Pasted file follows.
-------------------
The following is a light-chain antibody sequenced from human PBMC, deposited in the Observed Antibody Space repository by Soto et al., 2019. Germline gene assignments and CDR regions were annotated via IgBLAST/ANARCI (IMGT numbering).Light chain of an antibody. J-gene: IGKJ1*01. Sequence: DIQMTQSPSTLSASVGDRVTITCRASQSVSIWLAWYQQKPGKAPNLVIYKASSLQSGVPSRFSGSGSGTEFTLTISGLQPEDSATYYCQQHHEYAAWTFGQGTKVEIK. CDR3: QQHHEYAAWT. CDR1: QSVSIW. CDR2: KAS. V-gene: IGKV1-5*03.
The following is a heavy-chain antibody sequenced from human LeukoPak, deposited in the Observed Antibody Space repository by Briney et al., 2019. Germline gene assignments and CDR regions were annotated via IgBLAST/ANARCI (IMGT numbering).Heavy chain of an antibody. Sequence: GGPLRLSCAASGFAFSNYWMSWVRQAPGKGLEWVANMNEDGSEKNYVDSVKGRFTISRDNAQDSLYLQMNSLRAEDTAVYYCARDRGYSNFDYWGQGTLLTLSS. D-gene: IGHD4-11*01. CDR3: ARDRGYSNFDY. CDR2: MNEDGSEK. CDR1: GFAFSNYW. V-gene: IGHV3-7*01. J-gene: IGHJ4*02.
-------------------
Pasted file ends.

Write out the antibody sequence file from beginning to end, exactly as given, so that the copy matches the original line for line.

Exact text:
The following is a light-chain antibody sequenced from human PBMC, deposited in the Observed Antibody Space repository by Soto et al., 2019. Germline gene assignments and CDR regions were annotated via IgBLAST/ANARCI (IMGT numbering).Light chain of an antibody. J-gene: IGKJ1*01. Sequence: DIQMTQSPSTLSASVGDRVTITCRASQSVSIWLAWYQQKPGKAPNLVIYKASSLQSGVPSRFSGSGSGTEFTLTISGLQPEDSATYYCQQHHEYAAWTFGQGTKVEIK. CDR3: QQHHEYAAWT. CDR1: QSVSIW. CDR2: KAS. V-gene: IGKV1-5*03.
The following is a heavy-chain antibody sequenced from human LeukoPak, deposited in the Observed Antibody Space repository by Briney et al., 2019. Germline gene assignments and CDR regions were annotated via IgBLAST/ANARCI (IMGT numbering).Heavy chain of an antibody. Sequence: GGPLRLSCAASGFAFSNYWMSWVRQAPGKGLEWVANMNEDGSEKNYVDSVKGRFTISRDNAQDSLYLQMNSLRAEDTAVYYCARDRGYSNFDYWGQGTLLTLSS. D-gene: IGHD4-11*01. CDR3: ARDRGYSNFDY. CDR2: MNEDGSEK. CDR1: GFAFSNYW. V-gene: IGHV3-7*01. J-gene: IGHJ4*02.